Gut microbes are essential to digestion and the wellbeing of horses and ponies. So what does the make-up of this complex microbial community tell us about the health and age of the horse?
The results of a new study paint a fascinating picture, but the work has only scratched the surface in terms of understanding the link between gut microbes and horse wellbeing.
Initial findings from the study, which followed 35 Welsh Mountain pony mares across two years, suggest that obesity in ponies may have a greater effect on gut microbes than age in healthy ponies.
Horses are known as caeco-colic fermenters, highly adapted to the ingestion (trickle feeding) of plant-based fiber diets.
Despite dietary and digestive differences, the microbial community of the equine gut has some similarities to that of humans and is dominated by bacteria from the phyla Firmicutes and Bacteroidetes.
Human obesity has been associated with reduced proportions of Bacteroidetes, and correspondingly increased abundances of Firmicutes in fecal samples.
The study team set out to evaluate whether differences in the fecal microbiome of individual horses in the study were associated with factors such as age, obesity and insulin dysregulation.
The researchers, whose findings have been reported in the journal Frontiers in Microbiology, looked at diversity – a measure of the number of different species of gut microbe, the abundance of species and the distribution or “evenness” of species within the community.
In people, a reduction in diversity has been linked to both ageing and obesity.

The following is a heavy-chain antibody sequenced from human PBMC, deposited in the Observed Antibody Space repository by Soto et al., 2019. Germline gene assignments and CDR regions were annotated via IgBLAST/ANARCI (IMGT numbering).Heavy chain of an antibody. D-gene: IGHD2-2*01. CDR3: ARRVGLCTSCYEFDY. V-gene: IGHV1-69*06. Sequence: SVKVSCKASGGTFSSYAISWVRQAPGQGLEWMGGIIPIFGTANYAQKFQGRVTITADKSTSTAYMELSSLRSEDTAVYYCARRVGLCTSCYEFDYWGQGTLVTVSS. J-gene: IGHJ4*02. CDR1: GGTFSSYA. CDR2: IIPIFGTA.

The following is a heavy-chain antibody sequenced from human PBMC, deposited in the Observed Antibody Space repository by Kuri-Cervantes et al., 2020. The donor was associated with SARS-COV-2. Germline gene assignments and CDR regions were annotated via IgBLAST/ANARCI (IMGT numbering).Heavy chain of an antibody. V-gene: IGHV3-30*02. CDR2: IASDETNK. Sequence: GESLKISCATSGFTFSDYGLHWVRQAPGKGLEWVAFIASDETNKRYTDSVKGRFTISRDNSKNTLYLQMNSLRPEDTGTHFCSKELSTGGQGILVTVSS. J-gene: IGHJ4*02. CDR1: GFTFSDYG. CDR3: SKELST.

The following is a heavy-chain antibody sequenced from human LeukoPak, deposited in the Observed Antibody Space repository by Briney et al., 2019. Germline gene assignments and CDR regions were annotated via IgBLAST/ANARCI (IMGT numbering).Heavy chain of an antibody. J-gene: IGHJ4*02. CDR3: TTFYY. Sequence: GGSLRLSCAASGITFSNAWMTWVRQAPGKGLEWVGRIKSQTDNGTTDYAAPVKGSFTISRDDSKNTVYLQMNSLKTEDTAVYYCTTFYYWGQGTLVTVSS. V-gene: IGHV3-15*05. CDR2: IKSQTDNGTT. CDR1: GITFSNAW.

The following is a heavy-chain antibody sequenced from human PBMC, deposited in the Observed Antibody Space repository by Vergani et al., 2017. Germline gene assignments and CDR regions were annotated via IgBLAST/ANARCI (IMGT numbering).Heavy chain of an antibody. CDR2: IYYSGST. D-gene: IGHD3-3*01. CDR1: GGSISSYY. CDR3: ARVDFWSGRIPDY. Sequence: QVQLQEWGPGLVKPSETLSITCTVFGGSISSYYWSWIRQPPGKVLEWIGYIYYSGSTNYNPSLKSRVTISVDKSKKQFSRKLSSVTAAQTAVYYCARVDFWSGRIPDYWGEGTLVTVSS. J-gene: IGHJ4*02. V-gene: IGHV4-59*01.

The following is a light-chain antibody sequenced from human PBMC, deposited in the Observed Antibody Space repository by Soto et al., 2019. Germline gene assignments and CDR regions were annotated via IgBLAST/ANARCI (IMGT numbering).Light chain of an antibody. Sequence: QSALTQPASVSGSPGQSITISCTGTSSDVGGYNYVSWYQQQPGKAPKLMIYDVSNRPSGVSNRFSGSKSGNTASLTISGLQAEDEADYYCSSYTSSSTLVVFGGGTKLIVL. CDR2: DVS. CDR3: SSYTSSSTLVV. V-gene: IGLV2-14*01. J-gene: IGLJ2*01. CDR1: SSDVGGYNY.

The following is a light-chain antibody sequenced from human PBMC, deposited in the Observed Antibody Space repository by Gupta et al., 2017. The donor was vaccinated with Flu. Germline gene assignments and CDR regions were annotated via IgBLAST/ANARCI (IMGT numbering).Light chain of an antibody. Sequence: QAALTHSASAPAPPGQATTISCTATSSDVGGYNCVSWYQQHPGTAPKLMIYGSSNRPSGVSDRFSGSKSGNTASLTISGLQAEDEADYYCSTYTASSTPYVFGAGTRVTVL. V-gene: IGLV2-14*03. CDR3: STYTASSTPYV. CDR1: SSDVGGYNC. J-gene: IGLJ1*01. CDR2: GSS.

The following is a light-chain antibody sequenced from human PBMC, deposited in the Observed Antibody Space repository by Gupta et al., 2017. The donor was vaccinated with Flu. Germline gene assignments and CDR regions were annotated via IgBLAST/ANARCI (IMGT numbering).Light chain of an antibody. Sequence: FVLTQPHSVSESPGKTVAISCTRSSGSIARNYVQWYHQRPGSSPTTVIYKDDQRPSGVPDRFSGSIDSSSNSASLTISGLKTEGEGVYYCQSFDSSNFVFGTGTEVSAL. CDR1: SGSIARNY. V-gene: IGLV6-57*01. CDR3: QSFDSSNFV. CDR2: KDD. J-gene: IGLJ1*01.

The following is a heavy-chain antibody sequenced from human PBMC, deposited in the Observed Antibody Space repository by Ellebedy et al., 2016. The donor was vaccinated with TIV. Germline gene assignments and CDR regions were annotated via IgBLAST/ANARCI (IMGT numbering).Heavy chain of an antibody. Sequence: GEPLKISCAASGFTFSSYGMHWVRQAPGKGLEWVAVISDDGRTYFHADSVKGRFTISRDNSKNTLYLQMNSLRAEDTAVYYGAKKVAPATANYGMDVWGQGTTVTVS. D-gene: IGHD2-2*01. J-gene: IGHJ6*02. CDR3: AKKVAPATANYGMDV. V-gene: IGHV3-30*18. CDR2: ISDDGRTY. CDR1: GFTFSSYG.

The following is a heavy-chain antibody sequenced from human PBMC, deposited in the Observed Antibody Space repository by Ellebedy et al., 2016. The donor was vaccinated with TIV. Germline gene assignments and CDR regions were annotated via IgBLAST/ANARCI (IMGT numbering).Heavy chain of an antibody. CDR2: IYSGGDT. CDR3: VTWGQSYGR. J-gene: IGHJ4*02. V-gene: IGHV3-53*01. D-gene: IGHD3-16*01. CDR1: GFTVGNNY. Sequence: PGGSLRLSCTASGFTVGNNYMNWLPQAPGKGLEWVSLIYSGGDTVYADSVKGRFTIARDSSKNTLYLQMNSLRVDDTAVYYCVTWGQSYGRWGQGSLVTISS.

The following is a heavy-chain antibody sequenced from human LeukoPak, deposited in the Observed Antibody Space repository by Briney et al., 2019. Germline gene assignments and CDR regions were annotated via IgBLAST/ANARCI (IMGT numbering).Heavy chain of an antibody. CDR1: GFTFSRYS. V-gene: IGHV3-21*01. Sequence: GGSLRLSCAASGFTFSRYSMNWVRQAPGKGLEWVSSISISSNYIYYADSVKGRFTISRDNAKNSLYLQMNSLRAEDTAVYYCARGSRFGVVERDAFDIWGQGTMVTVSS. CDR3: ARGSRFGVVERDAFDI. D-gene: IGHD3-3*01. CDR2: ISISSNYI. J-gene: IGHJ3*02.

Dr Philippa Morrison and her colleagues examined faecal samples from obese ponies, aged ponies and healthy controls (ponies that were neither obese nor aged) which had been fed the same hay-based diet to assess differences in their gut microbes.
Surprisingly, diversity significantly increased in obese ponies (the opposite of what has been seen in obese people), and tended to increase in aged ponies (again, the opposite of what has been seen in people and similarly aged horses.)
This could mean, for example, that age-associated changes in the microbiome occur at a later actual (chronological) age in ponies than horses.
Although each group of aged, obese and normal animals could be differentiated from each other, across the whole study it was not possible to consistently predict whether ponies belonged to the aged, obese or control group by looking at differences in the faecal microbes alone.
This could be because microbes in the droppings show what is happening in only part of the digestive system. Another possible explanation is that some species of microbes are capable of performing more than one “job”, and therefore different profiles may lead to the same functional/metabolic end result. This could mean that there are several potential faecal microbial profiles that can be associated with obesity or age in ponies.
One of the research team, Clare Barfoot, a nutritionist with feed manufacturer Spillers, commented: “Although this work has only scratched the surface in terms of our understanding of the link between gut microbes, age and obesity, it’s a valuable step.
“We hope further work will give us a clearer understanding of how we can use what gut microbes tell us to positively influence the health and welfare of aged and obese horses and ponies.”
The study team comprised Morrison, Barfoot, Charles Newbold, Eleanor Jones, Hilary Worgan, Dai Grove-White, Alexandra Dugdale, Patricia Harris and Caroline Argo.
Morrison PK, Newbold CJ, Jones E, Worgan HJ, Grove-White DH, H. Dugdale AH, Barfoot C, Harris PA and Argo CM (2018) The equine gastrointestinal microbiome: Impacts of age and obesity. Front. Microbiol., 07 December 2018 https://doi.org/10.3389/fmicb.2018.03017
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